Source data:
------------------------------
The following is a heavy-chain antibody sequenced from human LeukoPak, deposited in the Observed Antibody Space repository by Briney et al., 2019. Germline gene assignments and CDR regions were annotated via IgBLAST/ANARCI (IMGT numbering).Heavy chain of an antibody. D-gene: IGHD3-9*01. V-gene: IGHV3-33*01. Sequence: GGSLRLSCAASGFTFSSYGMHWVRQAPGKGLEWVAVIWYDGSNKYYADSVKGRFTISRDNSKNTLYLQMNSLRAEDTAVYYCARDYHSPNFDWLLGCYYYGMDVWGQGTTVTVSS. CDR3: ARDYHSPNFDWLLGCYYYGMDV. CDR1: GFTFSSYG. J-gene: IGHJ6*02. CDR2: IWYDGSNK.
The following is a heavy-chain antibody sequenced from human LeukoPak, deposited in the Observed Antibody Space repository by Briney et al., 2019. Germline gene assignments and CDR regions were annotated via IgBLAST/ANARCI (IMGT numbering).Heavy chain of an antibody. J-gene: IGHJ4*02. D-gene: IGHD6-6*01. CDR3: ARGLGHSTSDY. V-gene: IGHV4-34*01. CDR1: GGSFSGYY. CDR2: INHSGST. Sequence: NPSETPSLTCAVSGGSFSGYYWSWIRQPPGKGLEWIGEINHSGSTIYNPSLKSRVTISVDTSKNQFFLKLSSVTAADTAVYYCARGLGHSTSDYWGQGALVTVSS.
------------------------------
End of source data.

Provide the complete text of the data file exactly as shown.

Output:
The following is a heavy-chain antibody sequenced from human LeukoPak, deposited in the Observed Antibody Space repository by Briney et al., 2019. Germline gene assignments and CDR regions were annotated via IgBLAST/ANARCI (IMGT numbering).Heavy chain of an antibody. D-gene: IGHD3-9*01. V-gene: IGHV3-33*01. Sequence: GGSLRLSCAASGFTFSSYGMHWVRQAPGKGLEWVAVIWYDGSNKYYADSVKGRFTISRDNSKNTLYLQMNSLRAEDTAVYYCARDYHSPNFDWLLGCYYYGMDVWGQGTTVTVSS. CDR3: ARDYHSPNFDWLLGCYYYGMDV. CDR1: GFTFSSYG. J-gene: IGHJ6*02. CDR2: IWYDGSNK.
The following is a heavy-chain antibody sequenced from human LeukoPak, deposited in the Observed Antibody Space repository by Briney et al., 2019. Germline gene assignments and CDR regions were annotated via IgBLAST/ANARCI (IMGT numbering).Heavy chain of an antibody. J-gene: IGHJ4*02. D-gene: IGHD6-6*01. CDR3: ARGLGHSTSDY. V-gene: IGHV4-34*01. CDR1: GGSFSGYY. CDR2: INHSGST. Sequence: NPSETPSLTCAVSGGSFSGYYWSWIRQPPGKGLEWIGEINHSGSTIYNPSLKSRVTISVDTSKNQFFLKLSSVTAADTAVYYCARGLGHSTSDYWGQGALVTVSS.